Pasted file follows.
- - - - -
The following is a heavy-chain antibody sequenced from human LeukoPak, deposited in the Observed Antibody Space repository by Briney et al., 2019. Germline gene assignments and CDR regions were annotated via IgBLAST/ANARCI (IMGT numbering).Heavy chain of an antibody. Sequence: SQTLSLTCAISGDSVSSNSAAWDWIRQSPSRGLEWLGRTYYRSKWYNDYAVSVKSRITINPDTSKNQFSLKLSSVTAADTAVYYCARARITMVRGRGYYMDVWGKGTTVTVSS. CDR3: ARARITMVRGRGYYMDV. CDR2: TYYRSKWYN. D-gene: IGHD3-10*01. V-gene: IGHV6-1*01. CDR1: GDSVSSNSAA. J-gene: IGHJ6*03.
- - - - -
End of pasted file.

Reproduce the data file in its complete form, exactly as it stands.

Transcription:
The following is a heavy-chain antibody sequenced from human LeukoPak, deposited in the Observed Antibody Space repository by Briney et al., 2019. Germline gene assignments and CDR regions were annotated via IgBLAST/ANARCI (IMGT numbering).Heavy chain of an antibody. Sequence: SQTLSLTCAISGDSVSSNSAAWDWIRQSPSRGLEWLGRTYYRSKWYNDYAVSVKSRITINPDTSKNQFSLKLSSVTAADTAVYYCARARITMVRGRGYYMDVWGKGTTVTVSS. CDR3: ARARITMVRGRGYYMDV. CDR2: TYYRSKWYN. D-gene: IGHD3-10*01. V-gene: IGHV6-1*01. CDR1: GDSVSSNSAA. J-gene: IGHJ6*03.